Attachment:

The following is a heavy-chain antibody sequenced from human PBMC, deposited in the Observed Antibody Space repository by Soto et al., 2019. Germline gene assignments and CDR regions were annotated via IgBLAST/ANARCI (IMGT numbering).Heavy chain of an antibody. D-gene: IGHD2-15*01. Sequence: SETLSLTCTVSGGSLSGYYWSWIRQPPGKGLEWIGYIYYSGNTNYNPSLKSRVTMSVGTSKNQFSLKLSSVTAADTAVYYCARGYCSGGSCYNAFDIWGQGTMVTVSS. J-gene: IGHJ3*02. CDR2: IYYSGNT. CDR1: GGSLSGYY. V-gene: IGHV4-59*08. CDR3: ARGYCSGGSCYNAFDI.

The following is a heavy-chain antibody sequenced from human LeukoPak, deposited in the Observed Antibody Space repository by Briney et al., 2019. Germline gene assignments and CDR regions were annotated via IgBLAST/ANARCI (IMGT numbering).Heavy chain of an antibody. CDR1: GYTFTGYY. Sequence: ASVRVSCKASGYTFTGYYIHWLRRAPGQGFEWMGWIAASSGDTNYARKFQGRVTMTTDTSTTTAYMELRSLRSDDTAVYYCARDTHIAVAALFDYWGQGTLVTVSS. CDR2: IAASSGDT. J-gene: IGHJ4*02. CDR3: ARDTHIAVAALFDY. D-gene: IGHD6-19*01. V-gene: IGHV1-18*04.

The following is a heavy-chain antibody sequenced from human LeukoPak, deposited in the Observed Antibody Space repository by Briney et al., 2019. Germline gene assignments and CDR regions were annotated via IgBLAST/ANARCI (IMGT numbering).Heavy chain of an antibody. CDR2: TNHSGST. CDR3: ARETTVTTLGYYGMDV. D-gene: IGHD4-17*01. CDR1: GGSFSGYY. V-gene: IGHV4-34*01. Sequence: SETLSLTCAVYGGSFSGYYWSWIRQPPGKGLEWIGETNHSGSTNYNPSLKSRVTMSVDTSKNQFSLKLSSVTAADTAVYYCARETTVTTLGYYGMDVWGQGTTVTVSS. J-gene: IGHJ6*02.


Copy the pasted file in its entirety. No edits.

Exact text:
The following is a heavy-chain antibody sequenced from human PBMC, deposited in the Observed Antibody Space repository by Soto et al., 2019. Germline gene assignments and CDR regions were annotated via IgBLAST/ANARCI (IMGT numbering).Heavy chain of an antibody. D-gene: IGHD2-15*01. Sequence: SETLSLTCTVSGGSLSGYYWSWIRQPPGKGLEWIGYIYYSGNTNYNPSLKSRVTMSVGTSKNQFSLKLSSVTAADTAVYYCARGYCSGGSCYNAFDIWGQGTMVTVSS. J-gene: IGHJ3*02. CDR2: IYYSGNT. CDR1: GGSLSGYY. V-gene: IGHV4-59*08. CDR3: ARGYCSGGSCYNAFDI.

The following is a heavy-chain antibody sequenced from human LeukoPak, deposited in the Observed Antibody Space repository by Briney et al., 2019. Germline gene assignments and CDR regions were annotated via IgBLAST/ANARCI (IMGT numbering).Heavy chain of an antibody. CDR1: GYTFTGYY. Sequence: ASVRVSCKASGYTFTGYYIHWLRRAPGQGFEWMGWIAASSGDTNYARKFQGRVTMTTDTSTTTAYMELRSLRSDDTAVYYCARDTHIAVAALFDYWGQGTLVTVSS. CDR2: IAASSGDT. J-gene: IGHJ4*02. CDR3: ARDTHIAVAALFDY. D-gene: IGHD6-19*01. V-gene: IGHV1-18*04.

The following is a heavy-chain antibody sequenced from human LeukoPak, deposited in the Observed Antibody Space repository by Briney et al., 2019. Germline gene assignments and CDR regions were annotated via IgBLAST/ANARCI (IMGT numbering).Heavy chain of an antibody. CDR2: TNHSGST. CDR3: ARETTVTTLGYYGMDV. D-gene: IGHD4-17*01. CDR1: GGSFSGYY. V-gene: IGHV4-34*01. Sequence: SETLSLTCAVYGGSFSGYYWSWIRQPPGKGLEWIGETNHSGSTNYNPSLKSRVTMSVDTSKNQFSLKLSSVTAADTAVYYCARETTVTTLGYYGMDVWGQGTTVTVSS. J-gene: IGHJ6*02.